Delicious Living Blog

Is your produce on a junk food diet?

You know the rule: Only eat foods your grandmother would recognize. But even if you're opting for lots of wholesome produce, you may not be getting enough nutrients. Turns out, even our plants are eating junk food.

There’s no doubt: Plants protect us inside and out—from our tiniest blood vessels to the skin that shields us from head to toe. And aside from carrots giving you a construction-cone orange glow if you overconsume them, I’ve yet to discover a truly negative side effect from eating too much produce. You simply can’t get enough—and sadly most of us don’t.

But here’s a twist you may not have considered. Even if you meet the daily recommendations, if you eat conventional produce you may not be getting enough nutrients anyhow. Why? Conventionally grown plants are fed their own junk food: nitrogen fertilizer. Chuck Benbrook, PhD, chief scientist at the Organic Center, brought up this important point yesterday during an interview for Delicious Living’s next annual organic issue (September 2012). 

Benbrook explains: “A big part of what’s wrong with the American diet can be traced to farmers using too much nitrogen fertilizer to keep pushing yields higher. When they apply nitrogen to crop fields, the plants can’t filter it out—the roots are going to draw up those nutrients. When a plant pulls extra nitrogen, the easiest thing it can do is to convert it into simple carbohydrates. So it gets converted to a form of sugar or starch. Both of those do little to add to the nutritional quality of food and they increase the likelihood that whatever antioxidants, vitamins, or minerals are going to get bound up into sugar, in a less bioavailable form.”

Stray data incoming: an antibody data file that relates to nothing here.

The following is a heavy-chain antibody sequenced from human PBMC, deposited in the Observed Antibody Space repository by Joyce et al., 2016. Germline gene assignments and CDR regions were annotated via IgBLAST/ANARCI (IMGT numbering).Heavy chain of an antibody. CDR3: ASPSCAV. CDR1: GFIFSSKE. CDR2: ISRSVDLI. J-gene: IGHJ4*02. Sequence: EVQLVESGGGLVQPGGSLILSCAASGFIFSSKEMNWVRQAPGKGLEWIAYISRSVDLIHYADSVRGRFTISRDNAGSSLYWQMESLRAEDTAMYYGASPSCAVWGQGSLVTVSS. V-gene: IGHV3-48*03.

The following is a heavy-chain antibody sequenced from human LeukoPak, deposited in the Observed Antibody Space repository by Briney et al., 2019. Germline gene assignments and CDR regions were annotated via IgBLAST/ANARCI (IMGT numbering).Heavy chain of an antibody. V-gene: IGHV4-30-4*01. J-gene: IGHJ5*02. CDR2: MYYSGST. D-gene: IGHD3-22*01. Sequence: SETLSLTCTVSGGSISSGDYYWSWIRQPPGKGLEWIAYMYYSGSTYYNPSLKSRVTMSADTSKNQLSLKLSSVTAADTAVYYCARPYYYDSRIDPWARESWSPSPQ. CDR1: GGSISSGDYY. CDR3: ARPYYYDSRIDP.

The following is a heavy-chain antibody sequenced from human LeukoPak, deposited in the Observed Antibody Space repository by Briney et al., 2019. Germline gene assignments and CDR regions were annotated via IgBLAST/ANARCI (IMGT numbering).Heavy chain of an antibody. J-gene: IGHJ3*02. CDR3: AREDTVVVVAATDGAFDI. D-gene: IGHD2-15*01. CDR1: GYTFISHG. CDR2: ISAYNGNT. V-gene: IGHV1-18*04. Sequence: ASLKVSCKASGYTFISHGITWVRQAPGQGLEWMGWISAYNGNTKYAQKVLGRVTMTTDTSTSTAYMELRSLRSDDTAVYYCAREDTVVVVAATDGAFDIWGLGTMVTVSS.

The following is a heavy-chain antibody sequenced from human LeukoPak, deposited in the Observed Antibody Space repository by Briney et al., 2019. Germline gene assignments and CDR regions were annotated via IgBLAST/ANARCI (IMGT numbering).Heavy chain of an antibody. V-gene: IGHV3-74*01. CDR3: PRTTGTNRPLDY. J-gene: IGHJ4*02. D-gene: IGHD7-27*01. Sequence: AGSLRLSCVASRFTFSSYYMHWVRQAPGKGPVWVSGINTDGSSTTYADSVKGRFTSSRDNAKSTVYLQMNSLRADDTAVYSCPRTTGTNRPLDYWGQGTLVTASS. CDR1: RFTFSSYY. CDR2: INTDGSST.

And the more sugar that is present in a food or in the digestive tract, the less bioavailable nutrients will be. Herein lies an important reason to opt for organic produce: “The fact that organic food is typically produced with less available nitrogen translates into lower sugar content; because of that, the nutrients tend to be present in aglycone [more bioavailable] form.”

“Just as many of the health problems in the human population can be traced to eating too much of the wrong kinds of foods, that don’t have a diverse array of nutrients, but that have a lot of saturated fat, calories, added sugar, added salt, the same is true in the plant world,” says Benbrook. “We have created less nutritionally balanced and less healthy foods that deliver more calories for each essential nutrient, because we’ve been feeding plants a junk food diet.”

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